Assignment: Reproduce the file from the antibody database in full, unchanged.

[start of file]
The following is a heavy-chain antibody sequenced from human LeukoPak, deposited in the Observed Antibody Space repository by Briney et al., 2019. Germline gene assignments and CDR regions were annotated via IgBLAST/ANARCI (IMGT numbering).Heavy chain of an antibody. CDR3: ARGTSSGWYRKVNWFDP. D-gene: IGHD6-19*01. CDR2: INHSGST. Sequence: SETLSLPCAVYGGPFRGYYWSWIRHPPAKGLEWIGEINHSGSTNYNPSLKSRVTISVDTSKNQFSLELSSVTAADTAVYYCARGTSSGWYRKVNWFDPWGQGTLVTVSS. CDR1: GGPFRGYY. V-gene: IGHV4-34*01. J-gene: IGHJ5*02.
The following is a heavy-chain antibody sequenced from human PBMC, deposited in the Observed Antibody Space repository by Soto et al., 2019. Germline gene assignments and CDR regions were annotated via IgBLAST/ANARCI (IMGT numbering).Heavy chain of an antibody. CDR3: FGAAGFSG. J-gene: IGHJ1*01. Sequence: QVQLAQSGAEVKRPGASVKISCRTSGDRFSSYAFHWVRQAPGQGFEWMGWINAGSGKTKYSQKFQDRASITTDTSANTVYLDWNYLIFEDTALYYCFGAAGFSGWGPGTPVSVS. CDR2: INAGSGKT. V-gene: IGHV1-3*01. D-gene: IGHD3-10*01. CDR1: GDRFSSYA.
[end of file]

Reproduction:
The following is a heavy-chain antibody sequenced from human LeukoPak, deposited in the Observed Antibody Space repository by Briney et al., 2019. Germline gene assignments and CDR regions were annotated via IgBLAST/ANARCI (IMGT numbering).Heavy chain of an antibody. CDR3: ARGTSSGWYRKVNWFDP. D-gene: IGHD6-19*01. CDR2: INHSGST. Sequence: SETLSLPCAVYGGPFRGYYWSWIRHPPAKGLEWIGEINHSGSTNYNPSLKSRVTISVDTSKNQFSLELSSVTAADTAVYYCARGTSSGWYRKVNWFDPWGQGTLVTVSS. CDR1: GGPFRGYY. V-gene: IGHV4-34*01. J-gene: IGHJ5*02.
The following is a heavy-chain antibody sequenced from human PBMC, deposited in the Observed Antibody Space repository by Soto et al., 2019. Germline gene assignments and CDR regions were annotated via IgBLAST/ANARCI (IMGT numbering).Heavy chain of an antibody. CDR3: FGAAGFSG. J-gene: IGHJ1*01. Sequence: QVQLAQSGAEVKRPGASVKISCRTSGDRFSSYAFHWVRQAPGQGFEWMGWINAGSGKTKYSQKFQDRASITTDTSANTVYLDWNYLIFEDTALYYCFGAAGFSGWGPGTPVSVS. CDR2: INAGSGKT. V-gene: IGHV1-3*01. D-gene: IGHD3-10*01. CDR1: GDRFSSYA.